Please don’t eat my car
June 13, 2018 § 22 Comments
I understand and appreciate the point – the lender merely gets the borrower’s pledge. The borrower gets the thing.
But it is unsatisfying that it is necessary to introduce idiosyncratic usages of very well-defined words. Nobody ever says that a lender “sells” the “loan”. Selling is something quite distinct from lending.
Like many words the English word “loan” is multivocal: it has several distinct meanings. I’ll point out two of them in this post.
In one sense of the term, I loan you my car to drive for a while since your car is in the shop. The term “loan” here means that I retain ownership of my car while you use it: you are obligated to return that actual car to me when you are finished using it. Because you are using my car, it is morally licit for me to make a profit – charge you rent – for your use of my car.
In a different sense of the term, I loan you some flour to bake into bread and eat. The term “loan” here means that you now own that actual flour, and have personally pledged to pay me for it later with different flour. (This is the kind of “loan” which is meant by the Latin term “mutuum“). As a mutuum lender I no longer own that actual flour, you do: I have agreed that you may dispose of that actual flour however you wish. Furthermore, you have not pledged any collateral: you have not sold me an interest in any specific itemized actual property that you do own: all you have given me is a pledge, not ownership of any thing. In virtue of the agreement itself I now own nothing, I simply have your promise that you will pay me for what you have purchased within some agreed time.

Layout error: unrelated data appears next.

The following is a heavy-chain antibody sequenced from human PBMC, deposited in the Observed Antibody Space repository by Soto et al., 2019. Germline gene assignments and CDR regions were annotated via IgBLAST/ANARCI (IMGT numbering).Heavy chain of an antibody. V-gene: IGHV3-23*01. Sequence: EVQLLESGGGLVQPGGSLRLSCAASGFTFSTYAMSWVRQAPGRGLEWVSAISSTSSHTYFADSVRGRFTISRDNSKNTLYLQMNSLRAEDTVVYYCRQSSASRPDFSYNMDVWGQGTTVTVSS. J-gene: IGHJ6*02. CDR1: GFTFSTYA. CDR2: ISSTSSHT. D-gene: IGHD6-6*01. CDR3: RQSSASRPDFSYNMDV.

So it is morally illicit for me to make a profit on your use of that actual flour: if I attempt to do so I am attempting to charge you rent for the use of something which I do not own. Charging rent for the use of property I do not own is intrinsically unjust. I do not own the flour any longer once I have given it to you under a mutuum: if I did, then when you bake and eat the bread you would be stealing from me, as if you had sold the car that I lent to you in the other example.
If it is always intrinsically immoral to make a profit from this kind of lending, then why would anyone lend in this specific manner? Out of friendship or charity, of course, and in pursuit of the common good.
But it is never morally licit to lend under a mutuum out of financial self interest.